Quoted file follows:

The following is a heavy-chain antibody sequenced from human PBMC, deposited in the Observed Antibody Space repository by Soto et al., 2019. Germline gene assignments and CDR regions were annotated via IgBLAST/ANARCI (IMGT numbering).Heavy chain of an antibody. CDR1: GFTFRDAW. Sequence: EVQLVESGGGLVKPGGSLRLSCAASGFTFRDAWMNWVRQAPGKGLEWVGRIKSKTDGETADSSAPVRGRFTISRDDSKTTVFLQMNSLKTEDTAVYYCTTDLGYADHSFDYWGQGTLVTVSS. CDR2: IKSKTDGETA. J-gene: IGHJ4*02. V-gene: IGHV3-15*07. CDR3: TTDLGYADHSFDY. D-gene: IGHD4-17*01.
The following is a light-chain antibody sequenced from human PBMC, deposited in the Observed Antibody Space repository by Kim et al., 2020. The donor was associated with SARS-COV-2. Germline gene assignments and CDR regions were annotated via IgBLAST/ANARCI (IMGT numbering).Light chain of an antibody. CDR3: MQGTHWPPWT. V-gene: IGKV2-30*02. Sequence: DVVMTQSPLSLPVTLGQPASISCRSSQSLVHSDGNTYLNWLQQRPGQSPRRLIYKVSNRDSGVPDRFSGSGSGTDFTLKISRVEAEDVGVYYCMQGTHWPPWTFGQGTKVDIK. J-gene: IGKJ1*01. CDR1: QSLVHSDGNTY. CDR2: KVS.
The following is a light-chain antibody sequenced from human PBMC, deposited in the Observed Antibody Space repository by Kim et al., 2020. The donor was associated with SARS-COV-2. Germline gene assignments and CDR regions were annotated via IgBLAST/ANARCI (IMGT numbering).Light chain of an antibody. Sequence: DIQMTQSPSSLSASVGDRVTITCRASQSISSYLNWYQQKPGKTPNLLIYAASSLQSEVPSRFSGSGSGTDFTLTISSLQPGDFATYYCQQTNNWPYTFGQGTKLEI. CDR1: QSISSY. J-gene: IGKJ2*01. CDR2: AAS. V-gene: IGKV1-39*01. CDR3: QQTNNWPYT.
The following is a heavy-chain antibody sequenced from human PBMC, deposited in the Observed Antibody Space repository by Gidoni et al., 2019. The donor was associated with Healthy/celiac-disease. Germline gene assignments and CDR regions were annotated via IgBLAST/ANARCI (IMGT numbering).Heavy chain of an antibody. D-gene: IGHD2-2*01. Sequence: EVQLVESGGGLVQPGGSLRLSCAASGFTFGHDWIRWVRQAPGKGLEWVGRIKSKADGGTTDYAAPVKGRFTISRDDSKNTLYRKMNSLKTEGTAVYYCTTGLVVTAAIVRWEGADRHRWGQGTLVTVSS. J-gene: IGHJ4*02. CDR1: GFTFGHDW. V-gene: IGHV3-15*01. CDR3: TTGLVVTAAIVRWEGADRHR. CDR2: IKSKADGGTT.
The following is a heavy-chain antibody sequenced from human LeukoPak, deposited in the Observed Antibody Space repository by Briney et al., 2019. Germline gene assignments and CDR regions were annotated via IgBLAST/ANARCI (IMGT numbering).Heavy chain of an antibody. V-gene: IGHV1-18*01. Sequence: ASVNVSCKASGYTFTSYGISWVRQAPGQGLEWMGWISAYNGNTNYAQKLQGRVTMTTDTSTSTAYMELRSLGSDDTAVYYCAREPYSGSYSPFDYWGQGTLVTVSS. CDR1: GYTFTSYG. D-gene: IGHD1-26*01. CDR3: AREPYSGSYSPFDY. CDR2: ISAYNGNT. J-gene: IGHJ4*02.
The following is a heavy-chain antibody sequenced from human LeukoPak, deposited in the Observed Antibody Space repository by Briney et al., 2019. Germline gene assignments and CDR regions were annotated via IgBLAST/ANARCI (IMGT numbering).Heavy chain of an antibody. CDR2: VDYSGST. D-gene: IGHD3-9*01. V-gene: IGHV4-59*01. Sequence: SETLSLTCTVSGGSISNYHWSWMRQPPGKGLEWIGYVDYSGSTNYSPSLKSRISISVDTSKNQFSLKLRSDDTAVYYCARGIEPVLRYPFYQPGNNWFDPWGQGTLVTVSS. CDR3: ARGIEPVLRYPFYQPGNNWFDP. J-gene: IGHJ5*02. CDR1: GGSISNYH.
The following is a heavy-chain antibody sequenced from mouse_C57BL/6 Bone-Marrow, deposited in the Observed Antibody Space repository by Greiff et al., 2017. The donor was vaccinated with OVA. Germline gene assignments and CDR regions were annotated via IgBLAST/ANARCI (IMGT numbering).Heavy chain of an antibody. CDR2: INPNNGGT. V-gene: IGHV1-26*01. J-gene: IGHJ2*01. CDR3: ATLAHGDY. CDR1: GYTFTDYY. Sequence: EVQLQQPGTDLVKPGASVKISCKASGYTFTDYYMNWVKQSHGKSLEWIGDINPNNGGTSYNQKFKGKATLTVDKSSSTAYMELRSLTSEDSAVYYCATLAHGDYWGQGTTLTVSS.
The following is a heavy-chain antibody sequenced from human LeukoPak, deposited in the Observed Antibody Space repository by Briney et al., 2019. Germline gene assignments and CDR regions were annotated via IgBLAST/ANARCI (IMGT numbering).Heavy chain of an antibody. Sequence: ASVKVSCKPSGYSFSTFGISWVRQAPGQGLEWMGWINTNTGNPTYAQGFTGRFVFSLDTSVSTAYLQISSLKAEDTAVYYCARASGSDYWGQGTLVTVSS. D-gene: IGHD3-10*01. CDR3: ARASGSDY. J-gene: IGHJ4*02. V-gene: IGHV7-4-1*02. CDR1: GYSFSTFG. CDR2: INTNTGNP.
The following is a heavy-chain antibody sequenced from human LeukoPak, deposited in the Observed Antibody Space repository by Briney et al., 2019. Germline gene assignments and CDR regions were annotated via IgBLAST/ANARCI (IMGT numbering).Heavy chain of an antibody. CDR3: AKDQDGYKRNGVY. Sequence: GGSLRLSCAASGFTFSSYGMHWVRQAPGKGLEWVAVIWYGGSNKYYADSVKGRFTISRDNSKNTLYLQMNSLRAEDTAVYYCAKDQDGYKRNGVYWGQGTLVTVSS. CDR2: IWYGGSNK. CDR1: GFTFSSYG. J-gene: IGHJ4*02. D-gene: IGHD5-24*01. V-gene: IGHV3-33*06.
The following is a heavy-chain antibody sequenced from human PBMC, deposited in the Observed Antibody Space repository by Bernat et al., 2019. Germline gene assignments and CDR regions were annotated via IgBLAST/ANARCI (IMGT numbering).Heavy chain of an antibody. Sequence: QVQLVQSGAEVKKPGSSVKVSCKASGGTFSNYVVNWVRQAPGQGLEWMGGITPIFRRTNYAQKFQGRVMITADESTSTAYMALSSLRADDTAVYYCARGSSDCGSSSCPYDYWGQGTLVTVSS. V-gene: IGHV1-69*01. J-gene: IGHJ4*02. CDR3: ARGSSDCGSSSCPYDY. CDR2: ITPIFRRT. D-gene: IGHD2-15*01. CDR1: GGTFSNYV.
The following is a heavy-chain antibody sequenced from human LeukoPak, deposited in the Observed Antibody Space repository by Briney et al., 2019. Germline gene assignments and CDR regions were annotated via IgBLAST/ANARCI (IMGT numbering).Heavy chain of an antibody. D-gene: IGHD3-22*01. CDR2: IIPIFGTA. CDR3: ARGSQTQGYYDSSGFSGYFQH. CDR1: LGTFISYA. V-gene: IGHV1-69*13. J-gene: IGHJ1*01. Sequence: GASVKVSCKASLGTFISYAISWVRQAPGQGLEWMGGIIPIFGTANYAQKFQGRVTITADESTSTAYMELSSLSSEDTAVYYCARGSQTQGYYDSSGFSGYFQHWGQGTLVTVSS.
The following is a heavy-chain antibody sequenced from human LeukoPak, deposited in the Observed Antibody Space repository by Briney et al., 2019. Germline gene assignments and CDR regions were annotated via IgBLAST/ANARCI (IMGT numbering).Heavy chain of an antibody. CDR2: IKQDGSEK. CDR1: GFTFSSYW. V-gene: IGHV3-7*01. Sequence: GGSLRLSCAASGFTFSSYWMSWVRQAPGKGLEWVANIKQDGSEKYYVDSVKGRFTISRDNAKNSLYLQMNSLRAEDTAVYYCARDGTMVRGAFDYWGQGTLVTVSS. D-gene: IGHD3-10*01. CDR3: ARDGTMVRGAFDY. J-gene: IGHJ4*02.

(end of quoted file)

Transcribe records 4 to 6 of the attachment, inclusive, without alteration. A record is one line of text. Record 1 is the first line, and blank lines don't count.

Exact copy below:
The following is a heavy-chain antibody sequenced from human PBMC, deposited in the Observed Antibody Space repository by Gidoni et al., 2019. The donor was associated with Healthy/celiac-disease. Germline gene assignments and CDR regions were annotated via IgBLAST/ANARCI (IMGT numbering).Heavy chain of an antibody. D-gene: IGHD2-2*01. Sequence: EVQLVESGGGLVQPGGSLRLSCAASGFTFGHDWIRWVRQAPGKGLEWVGRIKSKADGGTTDYAAPVKGRFTISRDDSKNTLYRKMNSLKTEGTAVYYCTTGLVVTAAIVRWEGADRHRWGQGTLVTVSS. J-gene: IGHJ4*02. CDR1: GFTFGHDW. V-gene: IGHV3-15*01. CDR3: TTGLVVTAAIVRWEGADRHR. CDR2: IKSKADGGTT.
The following is a heavy-chain antibody sequenced from human LeukoPak, deposited in the Observed Antibody Space repository by Briney et al., 2019. Germline gene assignments and CDR regions were annotated via IgBLAST/ANARCI (IMGT numbering).Heavy chain of an antibody. V-gene: IGHV1-18*01. Sequence: ASVNVSCKASGYTFTSYGISWVRQAPGQGLEWMGWISAYNGNTNYAQKLQGRVTMTTDTSTSTAYMELRSLGSDDTAVYYCAREPYSGSYSPFDYWGQGTLVTVSS. CDR1: GYTFTSYG. D-gene: IGHD1-26*01. CDR3: AREPYSGSYSPFDY. CDR2: ISAYNGNT. J-gene: IGHJ4*02.
The following is a heavy-chain antibody sequenced from human LeukoPak, deposited in the Observed Antibody Space repository by Briney et al., 2019. Germline gene assignments and CDR regions were annotated via IgBLAST/ANARCI (IMGT numbering).Heavy chain of an antibody. CDR2: VDYSGST. D-gene: IGHD3-9*01. V-gene: IGHV4-59*01. Sequence: SETLSLTCTVSGGSISNYHWSWMRQPPGKGLEWIGYVDYSGSTNYSPSLKSRISISVDTSKNQFSLKLRSDDTAVYYCARGIEPVLRYPFYQPGNNWFDPWGQGTLVTVSS. CDR3: ARGIEPVLRYPFYQPGNNWFDP. J-gene: IGHJ5*02. CDR1: GGSISNYH.